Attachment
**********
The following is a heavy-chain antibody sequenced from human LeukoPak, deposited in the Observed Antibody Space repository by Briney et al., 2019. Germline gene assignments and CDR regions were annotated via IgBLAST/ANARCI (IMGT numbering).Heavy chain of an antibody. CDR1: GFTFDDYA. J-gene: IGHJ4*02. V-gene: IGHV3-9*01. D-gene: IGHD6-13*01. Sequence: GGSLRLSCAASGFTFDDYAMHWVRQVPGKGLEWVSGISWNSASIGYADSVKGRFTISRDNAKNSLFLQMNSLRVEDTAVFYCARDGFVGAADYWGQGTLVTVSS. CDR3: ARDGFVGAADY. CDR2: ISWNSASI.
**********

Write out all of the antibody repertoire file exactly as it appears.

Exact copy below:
The following is a heavy-chain antibody sequenced from human LeukoPak, deposited in the Observed Antibody Space repository by Briney et al., 2019. Germline gene assignments and CDR regions were annotated via IgBLAST/ANARCI (IMGT numbering).Heavy chain of an antibody. CDR1: GFTFDDYA. J-gene: IGHJ4*02. V-gene: IGHV3-9*01. D-gene: IGHD6-13*01. Sequence: GGSLRLSCAASGFTFDDYAMHWVRQVPGKGLEWVSGISWNSASIGYADSVKGRFTISRDNAKNSLFLQMNSLRVEDTAVFYCARDGFVGAADYWGQGTLVTVSS. CDR3: ARDGFVGAADY. CDR2: ISWNSASI.